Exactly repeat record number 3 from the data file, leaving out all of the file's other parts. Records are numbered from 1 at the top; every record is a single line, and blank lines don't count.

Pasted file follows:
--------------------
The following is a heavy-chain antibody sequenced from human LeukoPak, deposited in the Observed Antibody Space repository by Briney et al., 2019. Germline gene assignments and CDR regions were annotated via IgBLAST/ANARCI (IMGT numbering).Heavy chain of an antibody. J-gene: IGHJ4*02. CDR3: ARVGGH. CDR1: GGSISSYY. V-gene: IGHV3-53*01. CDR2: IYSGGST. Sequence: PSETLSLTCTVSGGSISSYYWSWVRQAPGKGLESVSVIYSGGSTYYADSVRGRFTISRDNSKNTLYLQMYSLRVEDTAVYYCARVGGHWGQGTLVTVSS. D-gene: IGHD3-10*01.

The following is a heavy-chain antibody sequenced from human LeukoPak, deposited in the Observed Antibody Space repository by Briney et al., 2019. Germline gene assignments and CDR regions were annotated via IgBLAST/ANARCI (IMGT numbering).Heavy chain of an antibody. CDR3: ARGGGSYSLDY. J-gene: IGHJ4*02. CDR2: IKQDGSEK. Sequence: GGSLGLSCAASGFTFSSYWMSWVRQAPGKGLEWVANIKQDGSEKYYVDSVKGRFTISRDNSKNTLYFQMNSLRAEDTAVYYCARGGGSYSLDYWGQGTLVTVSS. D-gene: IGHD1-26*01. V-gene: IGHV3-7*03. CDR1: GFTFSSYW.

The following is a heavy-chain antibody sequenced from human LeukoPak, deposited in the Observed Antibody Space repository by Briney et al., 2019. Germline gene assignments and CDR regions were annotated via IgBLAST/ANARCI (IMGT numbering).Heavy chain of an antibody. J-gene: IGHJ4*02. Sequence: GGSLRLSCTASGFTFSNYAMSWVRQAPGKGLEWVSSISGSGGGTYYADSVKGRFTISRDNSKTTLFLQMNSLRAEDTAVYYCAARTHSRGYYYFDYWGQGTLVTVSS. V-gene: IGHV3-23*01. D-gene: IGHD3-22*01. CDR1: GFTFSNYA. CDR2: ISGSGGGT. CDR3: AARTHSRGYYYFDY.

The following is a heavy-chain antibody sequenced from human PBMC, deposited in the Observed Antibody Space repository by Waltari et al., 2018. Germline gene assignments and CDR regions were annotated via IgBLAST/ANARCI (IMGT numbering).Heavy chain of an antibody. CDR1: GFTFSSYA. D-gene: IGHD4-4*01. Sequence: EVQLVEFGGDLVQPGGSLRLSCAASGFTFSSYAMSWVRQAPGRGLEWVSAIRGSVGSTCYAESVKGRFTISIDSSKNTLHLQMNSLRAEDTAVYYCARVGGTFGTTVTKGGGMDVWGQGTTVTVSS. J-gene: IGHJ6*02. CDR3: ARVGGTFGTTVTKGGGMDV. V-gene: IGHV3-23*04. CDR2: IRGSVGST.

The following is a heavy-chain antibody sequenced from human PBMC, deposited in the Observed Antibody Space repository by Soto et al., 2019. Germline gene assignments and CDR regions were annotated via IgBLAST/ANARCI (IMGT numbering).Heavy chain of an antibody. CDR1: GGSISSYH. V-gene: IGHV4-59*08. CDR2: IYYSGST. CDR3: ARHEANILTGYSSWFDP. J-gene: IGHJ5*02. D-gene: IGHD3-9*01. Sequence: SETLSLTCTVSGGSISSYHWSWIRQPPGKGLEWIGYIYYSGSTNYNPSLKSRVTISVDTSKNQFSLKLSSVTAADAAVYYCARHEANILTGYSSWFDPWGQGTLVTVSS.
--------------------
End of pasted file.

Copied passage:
The following is a heavy-chain antibody sequenced from human LeukoPak, deposited in the Observed Antibody Space repository by Briney et al., 2019. Germline gene assignments and CDR regions were annotated via IgBLAST/ANARCI (IMGT numbering).Heavy chain of an antibody. J-gene: IGHJ4*02. Sequence: GGSLRLSCTASGFTFSNYAMSWVRQAPGKGLEWVSSISGSGGGTYYADSVKGRFTISRDNSKTTLFLQMNSLRAEDTAVYYCAARTHSRGYYYFDYWGQGTLVTVSS. V-gene: IGHV3-23*01. D-gene: IGHD3-22*01. CDR1: GFTFSNYA. CDR2: ISGSGGGT. CDR3: AARTHSRGYYYFDY.